Israel faces perilous, protracted war
The IDF tried to mitigate the bad news from Hamas warfront by releasing it in sections over Saturday and Sunday, July 19-20. Four soldiers were killed and a score were wounded. Maj. Amotz Greenberg, 45, from Hod Hashorn and Sgt. Adar Bresani, 20, from Nahariya, were shot dead Saturday when their jeep was attacked by Hamas infiltrators bursting out of a tunnel.
On the Gaza battlefield, Paratrooper Staff Sgt. Bana Roval, 20, from Holon, was shot dead by a terrorist from another tunnel, and 2nd Lt, Bar Rahav, 21, from Ramat Yishai, was killed by a missile defense system in a nearby tank.
Hamas is not only bringing its deadly tunnels into play, but also planting small commando units heavily armed with anti-tank rockets across the paths of advancing Israeli armored forces.
Saturday, those commandos fired 10 anti-tank rockets. Without their Windbreaker armor, many tanks would have been destroyed and the casualty toll much higher.
However, most of all, Hamas is fighting to save its tunnel system from systematic destruction by IDF demolition teams. This system was designed to be the Palestinian Islamists’ highest strategic asset, comparable in importance to the IDF’s chain of fortifications along the Syrian border.
Around 16,000 men, around 15 percent of Hamas’ fighting strength, were assigned to the tunnel project in the last five years and substantial funds. The IDF will not be permitted to demolish this flagship project without a savage fight.
The most important conclusion for Israel’s war planners, from the first days of the ground phase of Israel’s Operation Defensive Edge, is that Hamas is standing firm and not cracking, even under the relentless pounding of their military infrastructure by Israeli artillery and air might, and appears determined to fight on.
Its commanders believe they can keep going for another 4 to 6 weeks, while also maintaining a steady hail of rockets against the Israeli population.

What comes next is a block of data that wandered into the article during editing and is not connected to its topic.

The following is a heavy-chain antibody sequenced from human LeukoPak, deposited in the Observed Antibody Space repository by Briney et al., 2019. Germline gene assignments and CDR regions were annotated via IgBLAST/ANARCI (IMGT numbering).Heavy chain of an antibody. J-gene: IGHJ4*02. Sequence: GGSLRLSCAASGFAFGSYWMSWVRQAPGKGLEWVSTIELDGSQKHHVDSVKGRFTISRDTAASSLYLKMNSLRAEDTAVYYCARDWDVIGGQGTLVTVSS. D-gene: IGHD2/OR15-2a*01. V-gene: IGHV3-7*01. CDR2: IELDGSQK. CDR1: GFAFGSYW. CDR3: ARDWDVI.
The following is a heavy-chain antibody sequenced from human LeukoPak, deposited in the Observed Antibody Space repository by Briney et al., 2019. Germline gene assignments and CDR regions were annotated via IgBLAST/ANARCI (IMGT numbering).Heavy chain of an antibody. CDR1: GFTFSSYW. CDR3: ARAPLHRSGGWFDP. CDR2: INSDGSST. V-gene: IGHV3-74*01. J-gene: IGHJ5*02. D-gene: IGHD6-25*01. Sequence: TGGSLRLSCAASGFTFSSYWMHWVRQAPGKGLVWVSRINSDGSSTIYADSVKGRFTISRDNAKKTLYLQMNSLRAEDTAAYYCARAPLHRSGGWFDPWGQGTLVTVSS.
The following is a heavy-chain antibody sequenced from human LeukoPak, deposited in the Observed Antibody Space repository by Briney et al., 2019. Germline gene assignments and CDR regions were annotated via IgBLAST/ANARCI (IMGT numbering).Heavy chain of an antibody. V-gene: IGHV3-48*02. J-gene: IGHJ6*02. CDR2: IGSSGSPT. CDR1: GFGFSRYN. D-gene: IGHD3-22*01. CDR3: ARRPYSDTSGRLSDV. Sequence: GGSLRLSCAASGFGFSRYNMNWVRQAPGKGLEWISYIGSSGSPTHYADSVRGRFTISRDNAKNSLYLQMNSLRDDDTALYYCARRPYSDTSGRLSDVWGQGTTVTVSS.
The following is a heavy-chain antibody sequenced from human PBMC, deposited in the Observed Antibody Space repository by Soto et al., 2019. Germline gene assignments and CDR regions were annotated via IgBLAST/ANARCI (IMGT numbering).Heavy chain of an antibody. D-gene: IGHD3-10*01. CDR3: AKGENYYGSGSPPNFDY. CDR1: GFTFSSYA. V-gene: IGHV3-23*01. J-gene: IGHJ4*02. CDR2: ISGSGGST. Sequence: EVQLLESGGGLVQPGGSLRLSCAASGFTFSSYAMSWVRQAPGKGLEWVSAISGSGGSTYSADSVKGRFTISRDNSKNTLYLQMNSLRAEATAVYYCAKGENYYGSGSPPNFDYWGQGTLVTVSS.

This estimate has spurred a major buildup of Israeli military strength for the Gaza operation. Another 50,000 reservists were called up Saturday night and a large number of infantry brigades started moving into the Gaza Strip overnight and will continue to arrive Sunday. The extra forces have made it possible to embark on the second, urban stage of the IDF operation, the breaching of the densely-populated towns.
A different type of combat lies ahead from the project for destroying tunnels. It is tougher and more perilous. But there is no other way to reach Hamas’ command centers and its longest-range rockets.
With this mission still unaccomplished, talk of a ceasefire sounds as though it comes from another planet. Hamas feels strong and confident enough to spurn the Egyptian-Israeli ceasefire proposal, which is firmly backed by Saudi Arabia and the United Arab Emirates. Every attempt to sway its political leader Khaled Meshaal, when he was buttonholed in Kuwait, ran into a blank wall. He summarily rejected invitations from Egypt and the Arab League to travel to Cairo and discuss the cessation of hostilities.
The various international mediation efforts have therefore nowhere to go.
As far as Hamas is concerned, no incentive has been offered tempting enough to persuade its leaders to give up their predestined war on Israel.
US Secretary of State John Kerry changed his mind about visiting the region for the second time this month, when the Obama administration decided to stay out of it and let Egypt handle the crisis. UN Secretary General Ban Ki-moon, who scheduled a visit for Saturday, postponed it indefinitely.
Israel has accordingly won a rare opportunity to deal with Hamas without being stopped short and the enemy saved by international intervention. But although it has wide popular support, this opportunity confronts Israelis with one of the cruelest, costly and drawn-out conflicts in their embattled history.